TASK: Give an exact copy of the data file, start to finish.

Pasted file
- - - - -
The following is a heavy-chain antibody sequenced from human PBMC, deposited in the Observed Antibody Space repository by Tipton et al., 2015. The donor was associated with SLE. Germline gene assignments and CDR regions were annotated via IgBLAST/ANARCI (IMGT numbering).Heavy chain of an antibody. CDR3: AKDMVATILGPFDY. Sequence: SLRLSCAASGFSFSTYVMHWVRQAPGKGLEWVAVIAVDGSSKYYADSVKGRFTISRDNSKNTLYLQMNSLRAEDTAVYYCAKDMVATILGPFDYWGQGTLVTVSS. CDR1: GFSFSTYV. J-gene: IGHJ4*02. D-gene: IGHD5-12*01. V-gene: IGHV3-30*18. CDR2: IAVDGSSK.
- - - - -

The following is a heavy-chain antibody sequenced from human PBMC, deposited in the Observed Antibody Space repository by Tipton et al., 2015. The donor was associated with SLE. Germline gene assignments and CDR regions were annotated via IgBLAST/ANARCI (IMGT numbering).Heavy chain of an antibody. CDR3: AKDMVATILGPFDY. Sequence: SLRLSCAASGFSFSTYVMHWVRQAPGKGLEWVAVIAVDGSSKYYADSVKGRFTISRDNSKNTLYLQMNSLRAEDTAVYYCAKDMVATILGPFDYWGQGTLVTVSS. CDR1: GFSFSTYV. J-gene: IGHJ4*02. D-gene: IGHD5-12*01. V-gene: IGHV3-30*18. CDR2: IAVDGSSK.